I charged them Q20 each (less than three US dollars) to cover the basic costs, but then I donated/provided a bunch of fancy ingredients because:
1) Why not?
2) I’m sick of cooking with limitations, both budgetary and ingredient-ary.
3) Eager learners deserve it.
We made four recipes each of Easy French Bread and Five-Minute Bread. We kneaded in raisins and cinnamon to half of the French bread, and the remaining half we turned into cinnamon rolls and plain rolls with sesame seeds on top. With the five-minute bread we made a giant pepperoni pizza, beirocks, and pepperoni rolls (kind of, but mostly not really). They shaped the last batch of five-minute bread as you would pizza and spread it with margarine and a sprinkling of sesame seeds. (Upon tasting it, we discovered that Osmar, the only male participant, had neglected to add the salt.)
The teachers caught on to the bread-making techniques super quick. They loved that we were making so many different kinds of breads—it drove home the point that bread is flexible. They had tons of questions and suggestions.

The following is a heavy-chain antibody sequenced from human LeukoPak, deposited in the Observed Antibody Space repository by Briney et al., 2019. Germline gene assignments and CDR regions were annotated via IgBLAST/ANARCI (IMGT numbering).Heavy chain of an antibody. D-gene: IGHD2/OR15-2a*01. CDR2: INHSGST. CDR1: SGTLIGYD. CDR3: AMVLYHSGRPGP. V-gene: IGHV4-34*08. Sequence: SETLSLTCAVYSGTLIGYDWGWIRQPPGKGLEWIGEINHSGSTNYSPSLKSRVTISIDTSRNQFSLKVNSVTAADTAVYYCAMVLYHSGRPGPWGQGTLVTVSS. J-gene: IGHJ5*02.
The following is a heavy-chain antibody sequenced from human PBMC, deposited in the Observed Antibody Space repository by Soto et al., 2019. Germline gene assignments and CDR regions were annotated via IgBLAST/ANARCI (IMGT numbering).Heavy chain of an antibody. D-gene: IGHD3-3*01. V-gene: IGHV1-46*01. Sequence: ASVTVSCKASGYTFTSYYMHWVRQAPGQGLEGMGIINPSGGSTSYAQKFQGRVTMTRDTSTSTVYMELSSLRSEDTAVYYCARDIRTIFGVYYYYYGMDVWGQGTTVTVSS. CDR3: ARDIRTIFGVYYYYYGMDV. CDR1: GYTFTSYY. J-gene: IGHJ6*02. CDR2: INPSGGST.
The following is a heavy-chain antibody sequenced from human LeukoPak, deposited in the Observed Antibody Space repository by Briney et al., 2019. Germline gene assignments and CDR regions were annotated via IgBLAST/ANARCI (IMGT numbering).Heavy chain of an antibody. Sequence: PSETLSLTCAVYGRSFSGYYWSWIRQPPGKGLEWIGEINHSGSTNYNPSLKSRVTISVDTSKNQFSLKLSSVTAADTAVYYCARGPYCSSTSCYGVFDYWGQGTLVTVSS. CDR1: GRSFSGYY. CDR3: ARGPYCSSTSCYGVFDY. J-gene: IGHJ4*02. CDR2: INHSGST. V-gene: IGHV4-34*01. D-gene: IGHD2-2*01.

What about doing it this way?
Could we add fresh fruit? Why not?
What about adding basil and black pepper to the pizza crust?
Could we fill these with ham? Sausages?
We could make calzones!
I could tell that my answers were absorbed and then tucked away. Already one of the teachers is planning to make sweet rolls for her husband’s birthday on Sunday.
One thing that I’ve noticed about baking with Guatemalans (and maybe Nicaraguans, too?) is that they don’t sample the finished product first thing. I am always super eager to cut into a cake and see how it turned out (and have a permanently burnt tongue to show for it), or I immediately tear open a roll to see if it is baked all the way through. But not these women. They wait until everything is done baking and then they divide it out between them and only then do they start tasting. I’m not sure what they thought of me when I scarfed a fresh cinnamon bun. Greedy barbarian, probably.